“Love your neighbor; yet don’t pull down your hedge.”
If you’ve driven through northeast Los Angeles lately, you’ll notice that horizontal fences are now all the rage. But the trend isn’t exactly new.
Indeed, until about 40 years most fences were horizontal. They only started standing upright in response to new safety codes and ordinances that required fences to be 42-inches high so they would be made more difficult to climb, especially around swimming areas.
But with land at a premium, horizontal fences also create an optical illusion, fooling you to think your yard is more expansive than it actually is, hence the explosion of horizontal fences in land-challenged, more urbanized areas of the Southland like Silver Lake and Highland Park.
Horizontal fences also seem to suggest a more subtle approach to fencing your neighbors out. It’s a softer perimeter. Depending on the gaps between the slats, you can still peek at your neighbors and, yes, they can still peek at you.
Some fencing experts believe the current surge in horizontal fencing takes its inspiration from California’s multiple wine regions, where sprawling wine estates and easy living are associated with their horizontal fencing.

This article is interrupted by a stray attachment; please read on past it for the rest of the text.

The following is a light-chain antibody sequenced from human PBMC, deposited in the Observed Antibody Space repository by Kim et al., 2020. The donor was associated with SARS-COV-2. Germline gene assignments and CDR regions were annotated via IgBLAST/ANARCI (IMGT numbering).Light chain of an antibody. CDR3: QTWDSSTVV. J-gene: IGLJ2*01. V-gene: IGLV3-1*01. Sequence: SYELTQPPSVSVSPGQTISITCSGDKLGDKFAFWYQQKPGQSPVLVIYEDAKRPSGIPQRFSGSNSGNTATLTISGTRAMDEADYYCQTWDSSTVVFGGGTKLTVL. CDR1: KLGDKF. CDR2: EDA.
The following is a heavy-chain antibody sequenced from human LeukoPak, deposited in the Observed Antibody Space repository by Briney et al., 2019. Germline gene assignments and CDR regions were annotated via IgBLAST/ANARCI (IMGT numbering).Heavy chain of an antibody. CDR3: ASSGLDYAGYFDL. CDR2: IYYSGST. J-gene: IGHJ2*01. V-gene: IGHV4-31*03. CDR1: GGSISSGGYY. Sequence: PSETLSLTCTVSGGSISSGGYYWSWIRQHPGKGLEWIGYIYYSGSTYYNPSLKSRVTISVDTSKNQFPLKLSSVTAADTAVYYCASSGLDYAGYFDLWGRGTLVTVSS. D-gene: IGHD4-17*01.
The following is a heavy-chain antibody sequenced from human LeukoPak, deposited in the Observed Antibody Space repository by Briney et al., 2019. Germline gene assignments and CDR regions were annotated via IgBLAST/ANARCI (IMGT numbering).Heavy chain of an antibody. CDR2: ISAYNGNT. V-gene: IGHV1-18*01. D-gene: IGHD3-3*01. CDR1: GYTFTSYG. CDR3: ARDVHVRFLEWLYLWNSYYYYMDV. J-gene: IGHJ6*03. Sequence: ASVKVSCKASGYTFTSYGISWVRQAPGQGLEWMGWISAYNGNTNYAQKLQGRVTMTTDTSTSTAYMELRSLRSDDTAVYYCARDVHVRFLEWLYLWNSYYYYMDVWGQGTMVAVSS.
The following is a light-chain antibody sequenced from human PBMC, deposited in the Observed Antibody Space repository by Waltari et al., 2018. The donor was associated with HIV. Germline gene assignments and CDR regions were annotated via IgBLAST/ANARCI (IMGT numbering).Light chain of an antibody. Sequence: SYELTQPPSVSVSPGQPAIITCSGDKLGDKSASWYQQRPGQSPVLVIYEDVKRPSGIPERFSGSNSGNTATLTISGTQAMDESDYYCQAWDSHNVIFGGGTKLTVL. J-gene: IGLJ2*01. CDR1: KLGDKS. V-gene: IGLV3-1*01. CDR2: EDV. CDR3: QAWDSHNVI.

Whatever your reason or inspiration for going horizontal, whether you build the fence yourself or hire a contractor, here are a few things to consider:
Don’t start digging the holes for your posts until you call 811. A utility company will come out and let you know if you’re about to dig into a pipe or power line.
- Check with the city about the height of your fence. If your fence isn’t higher than six feet, many cities don’t require any special permits. Higher than six feet, you may run up against some city regulations.
- Dig your post holes about a third or half as deep as your post. You want them to stand up against that once-in-a-decade windstorm that strikes Southern California.
- Go horizontal if you’re seeking a more modern or contemporary look.
- Go horizontal if you want to expand a small space.
- Vary the width of the slats to create more visual interest.
- Choose woods that are more resistant to rot and decay like cedar and redwood.
Horizontal fences are back in vogue. What’s important is not whether you are setting the trend or following it, but simply whether you like the way they look and make you feel.